Then we took a look at our analytics from our old site and [questioned] What were people really excited about? and Why did they want to come there? They came there to buy, so we wanted to make sure WebTrack was very prominent as well. So our search, our WebTrack and our hamburger menu are always at the top.
 
Then we found that [users] were very interested in culture and our catalogues as well as making bench cards, so then we made sure those areas were updated so that you can choose [varieties from] A to Z lists.
 
Other things that we did: We added a recommended products page. So this allows us to give a little bit more voice to our page as well, so it’s not just throwing information at you. This is actually us taking a look at current trends or current availability or award winners, top sellers and saying, “Hey, I think you should take note of these particular products.” It’s just that personal touch of, “These were recommended by our experts and ones you should take note of.”
 
We change it about every month or so. As the season heats up or we get more award winners, that gets updated more regularly. So it’s something fresh for them to return to.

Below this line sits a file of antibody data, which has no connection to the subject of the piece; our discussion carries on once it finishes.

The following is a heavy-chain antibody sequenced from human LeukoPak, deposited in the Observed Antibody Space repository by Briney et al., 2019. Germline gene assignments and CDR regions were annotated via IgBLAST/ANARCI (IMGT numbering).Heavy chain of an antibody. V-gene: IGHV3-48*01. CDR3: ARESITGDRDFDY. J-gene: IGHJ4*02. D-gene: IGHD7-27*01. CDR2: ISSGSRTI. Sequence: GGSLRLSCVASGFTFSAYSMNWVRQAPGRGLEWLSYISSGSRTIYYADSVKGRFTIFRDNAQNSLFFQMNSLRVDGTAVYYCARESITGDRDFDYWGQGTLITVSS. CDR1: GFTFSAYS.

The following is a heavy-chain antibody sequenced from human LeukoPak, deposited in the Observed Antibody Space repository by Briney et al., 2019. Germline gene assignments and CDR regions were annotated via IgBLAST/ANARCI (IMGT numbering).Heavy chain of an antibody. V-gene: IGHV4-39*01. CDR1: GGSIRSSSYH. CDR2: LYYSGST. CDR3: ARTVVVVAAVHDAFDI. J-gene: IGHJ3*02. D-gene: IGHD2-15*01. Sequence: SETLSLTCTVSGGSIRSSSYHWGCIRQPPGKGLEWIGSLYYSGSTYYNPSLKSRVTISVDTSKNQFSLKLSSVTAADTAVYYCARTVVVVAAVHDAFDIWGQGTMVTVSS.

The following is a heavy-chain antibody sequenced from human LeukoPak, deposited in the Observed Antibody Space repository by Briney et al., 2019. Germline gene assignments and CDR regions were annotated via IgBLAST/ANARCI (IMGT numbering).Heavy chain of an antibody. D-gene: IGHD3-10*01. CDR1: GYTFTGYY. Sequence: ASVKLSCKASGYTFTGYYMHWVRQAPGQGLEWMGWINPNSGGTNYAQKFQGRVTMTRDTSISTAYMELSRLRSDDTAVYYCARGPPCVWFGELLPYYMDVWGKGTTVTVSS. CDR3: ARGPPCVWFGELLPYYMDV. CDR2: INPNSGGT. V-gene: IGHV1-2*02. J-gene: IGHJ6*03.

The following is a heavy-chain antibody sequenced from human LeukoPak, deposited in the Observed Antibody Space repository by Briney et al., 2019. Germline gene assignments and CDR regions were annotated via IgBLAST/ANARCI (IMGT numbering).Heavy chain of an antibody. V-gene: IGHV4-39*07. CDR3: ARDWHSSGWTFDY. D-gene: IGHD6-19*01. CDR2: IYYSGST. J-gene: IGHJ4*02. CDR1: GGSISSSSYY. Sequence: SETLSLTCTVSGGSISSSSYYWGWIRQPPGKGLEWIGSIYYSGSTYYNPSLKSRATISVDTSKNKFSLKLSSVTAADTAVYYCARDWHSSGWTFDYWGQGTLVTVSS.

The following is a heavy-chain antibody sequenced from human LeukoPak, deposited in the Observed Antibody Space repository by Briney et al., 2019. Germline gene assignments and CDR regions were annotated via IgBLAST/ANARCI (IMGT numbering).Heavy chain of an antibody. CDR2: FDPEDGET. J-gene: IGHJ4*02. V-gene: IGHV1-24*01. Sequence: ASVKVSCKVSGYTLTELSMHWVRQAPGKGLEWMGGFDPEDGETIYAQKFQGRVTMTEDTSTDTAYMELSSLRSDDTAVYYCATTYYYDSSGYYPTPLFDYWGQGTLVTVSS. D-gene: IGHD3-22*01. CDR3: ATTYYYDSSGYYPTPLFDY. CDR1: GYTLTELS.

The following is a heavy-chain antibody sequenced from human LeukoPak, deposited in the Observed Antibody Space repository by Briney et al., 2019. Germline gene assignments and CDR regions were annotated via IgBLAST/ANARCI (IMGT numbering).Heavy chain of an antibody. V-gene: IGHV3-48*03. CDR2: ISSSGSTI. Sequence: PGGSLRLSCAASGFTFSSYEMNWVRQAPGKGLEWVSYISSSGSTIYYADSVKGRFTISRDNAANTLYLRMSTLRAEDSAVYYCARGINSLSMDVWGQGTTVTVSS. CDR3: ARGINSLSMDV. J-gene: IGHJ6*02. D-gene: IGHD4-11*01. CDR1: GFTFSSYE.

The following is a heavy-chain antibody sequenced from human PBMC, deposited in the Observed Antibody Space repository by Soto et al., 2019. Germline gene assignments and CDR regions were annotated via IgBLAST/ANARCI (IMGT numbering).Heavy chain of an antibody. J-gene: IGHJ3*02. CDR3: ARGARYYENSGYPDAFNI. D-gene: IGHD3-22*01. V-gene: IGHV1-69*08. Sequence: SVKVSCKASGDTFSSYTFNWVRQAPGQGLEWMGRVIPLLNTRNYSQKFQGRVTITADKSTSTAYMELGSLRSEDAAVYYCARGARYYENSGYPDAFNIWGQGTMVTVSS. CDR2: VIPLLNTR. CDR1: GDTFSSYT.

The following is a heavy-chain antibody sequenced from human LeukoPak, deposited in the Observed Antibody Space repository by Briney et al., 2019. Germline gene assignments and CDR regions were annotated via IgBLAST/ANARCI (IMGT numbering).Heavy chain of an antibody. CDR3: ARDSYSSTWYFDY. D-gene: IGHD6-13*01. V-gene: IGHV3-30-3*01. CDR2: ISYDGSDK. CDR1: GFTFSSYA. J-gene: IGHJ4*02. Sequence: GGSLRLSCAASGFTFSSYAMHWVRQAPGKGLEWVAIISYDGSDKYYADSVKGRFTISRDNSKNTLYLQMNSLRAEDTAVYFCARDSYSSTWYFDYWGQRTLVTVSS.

GM: Other than a more pleasant user experience, what are the long-term advantages of being mobile friendly?
 
KR: It’s important because you want to be found on search engines. Google is actually de-ranking people. They’ll put you on a lower search result if you’re not mobile friendly nowadays. Because Google doesn’t want to send people to poorly-designed sites. So that’s number one. You want people to find you.
 
And Google actually does offer several web developer tools with a checklist of ways to increase your search engine optimization. They give you certain codes that you can add to your site and certain design elements that are good, and things you should avoid. All of that gives you the analytics so you can gauge your engagement with your user. But then it allows you to adjust so you can better serve your customers, too.
 
When you serve up a site full of pinches and zooms, it’s a hurdle. And to watch people interact with your site and get frustrated, nobody wants that. Especially if your site is transactional [and] you can actually make a purchase or make an order from your site.
 
GM: Could you give us an example of a grower with an impressive website?
 
KR: [We] are consistently impressed with Calloway’s Nursery and their online presence at www.calloways.com. Their website features responsive web design, so it conforms to multiple screen sizes. It is also carefully organized with key menu destinations, social media and important customer info — all while maintaining their brand essence and keeping it colorful with lovely photos and typography. They would definitely be one we’d point to as getting it right in the industry.